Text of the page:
Stains
Akt

Author: Thakur Stabir Singh, Ph.D. (see Authors page)
Editor: Emeka Enwere, Ph.D.

Revised: 24 February 2016, last major update February 2016

Copyright: (c) 2002-2016, PathologyOutlines.com, Inc.

PubMed Search: Akt [title]

Cite this page: Akt. PathologyOutlines.com website. http://pathologyoutlines.com/topic/stainsakt.html. Accessed October 19th, 2017.
Definition / general
  • The Akt family is comprised of 3 closely related serine / threonine protein kinases (Akt1, Akt2 and Akt3), which regulate many processes including metabolism, proliferation, cell survival, growth, inhibition of apoptosis and angiogenesis
  • These kinases phosphorylate serine or threonine residues on a range of downstream substrates
  • They are activated by various factors such as insulin, PI3K, IGF1
  • Akt was named after a cell transforming retrovirus isolated from a spontaneous thymoma in AKR mice (Proc Natl Acad Sci U S A 1987;84:5034)
  • Due to its involvement in various cellular processes that promote cell survival and growth, the AKT pathway is a major target for cancer drug discovery
Terminology
  • "Akt" usually refers to Akt1
  • AKT1 is also called RAC-alpha serine / threonine protein kinase, v-akt murine thymoma viral oncogene homolog 1, and protein kinase B (PKB), and is encoded by the AKT1 gene
Pathophysiology
  • Akt regulates glucose uptake by mediating insulin induced translocation of the glucose transporter to the cell surface
  • Akt plays a role as a key modulator of the AKT-mTOR signaling pathway, which controls a variety of cellular processes including new neuron integration during adult neurogenesis, correct neuron positioning, dendritic development and synapse formation (Protein Data Bank)
  • The protein activity of Akt is stimulated by phosphorylation at 2 regulatory sites, Thr308 and Ser473 (OMIM - 164730)
  • Akt is normally expressed in the cytoplasm, nucleus and cell membrane; upon activation it translocates to the nucleus (Abcam)
  • Clinical features
    • Akt is associated with tumor cell survival, proliferation and invasiveness
    • The activation of Akt is one of the most frequent alterations observed in human cancer and tumor cells
    • Tumor cells that have constantly active Akt may depend on Akt for survival, so understanding Akt and its pathways is important
    • A mosaic activating mutation (c. 49G→A, p.Glu17Lys) in AKT1 is associated with Proteus Syndrome, which causes overgrowth of skin, connective tissue, brain and other tissues (Wikipedia - Protein kinase B)
    • AKT-GSK3B signaling is a target of lithium and has been implicated in the pathogenesis of mood disorders, and has a role in schizophrenia (Nat Genet 2004;36:131)
    • A somatic mutation at amino acid 17 of AKT1, resulting in glutamic acid to lysine substitution, has been observed in human breast, colorectal and ovarian cancers
      • This mutation activates AKT1 and localizes it to the plasma membrane, stimulating downstream signaling, resulting in cell transformation and induction of leukemia in mice (Nature 2007;448:439)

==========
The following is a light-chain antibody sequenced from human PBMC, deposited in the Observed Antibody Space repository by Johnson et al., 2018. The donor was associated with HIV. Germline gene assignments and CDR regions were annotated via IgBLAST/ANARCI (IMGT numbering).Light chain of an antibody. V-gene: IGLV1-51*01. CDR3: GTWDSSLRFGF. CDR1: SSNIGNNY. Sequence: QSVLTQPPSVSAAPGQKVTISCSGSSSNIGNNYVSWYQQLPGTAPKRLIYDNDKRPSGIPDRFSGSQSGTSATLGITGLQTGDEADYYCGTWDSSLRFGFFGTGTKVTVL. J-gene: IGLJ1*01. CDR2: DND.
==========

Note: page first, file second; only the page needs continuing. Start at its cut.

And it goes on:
• Mutations resulting in upregulation of AKT1 phosphorylated at Thr308 have been shown to be involved in Cowden syndrome (Am J Hum Genet 2013;92:76)
    • Dysregulation of the AKT1 pathway may be important in the pathogenesis of intrahepatic cholangiocarcinoma (Mod Pathol 2012;25:131)
    • Akt pathway may induce autophagy in cancer cells (J Biol Chem 2012;287:25325)

    Mice models:
  • A combination of activated Ras and Akt induced high grade gliomas with the histologic features of human glioblastoma after gene transfer to neural progenitors (Nat Genet 2000;25:55)
  • Akt1 null mice are smaller than wild type littermates, and have shorter lifespan upon exposure to genotoxic stress
  • Males have increased spontaneous apoptosis in testes and thymus (Genes Dev 2001;15:2203)
  • In a cardiac specific Akt transgenic mouse model, Akt overexpression produced cardiac hypertrophy at the molecular and histologic levels, with a significant increase in cardiomyocyte cell size and concentric left ventricular hypertrophy
  • Akt transgenic mice also showed a remarkable increase in cardiac contractility compared with wild type (Proc Natl Acad Sci U S A 2002;99:12333)
  • Akt1 / Akt2 double knockout mice showed severe growth deficiency and died shortly after birth
    • These mice displayed impaired skin development due to a proliferation defect, skeletal muscle atrophy due to a marked decrease in individual muscle cell size, and impaired bone development (Genes Dev 2003;17:1352)
  • Akt1 deficient mice showed alterations in the expression of genes in the prefrontal cortex involved in synaptic function, neuronal development, myelination and actin polymerization (Proc Natl Acad Sci U S A 2006;103:16906)
  • Uses by pathologists
    • Pathways involving AKT signaling are upregulated in a variety of cancers
    • Phosphorylation of Akt1 is associated with a poor prognosis in early breast cancer
    • Tumors with high levels of Akt1 have been associated with tamoxifen and doxorubicin resistance, resulting in poor prognostic outcome (J Pathol 2012;227:481)
    Microscopic (histologic) images

    Images hosted on Other server:

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    Various images, testis

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    Various images, breast ductal carcinoma

    Positive staining - normal
    • Uterus, cervix, ovary, testis, lung, liver (adult), lymph node, brain (fetal), peripheral blood mononuclear cells
    Positive staining - disease
    • Most malignancies show moderate to strong nuclear AKT staining
    Negative staining
    • Brain (adult), hair follicle, liver (fetal), bone, colon muscle, nasopharynx, T cells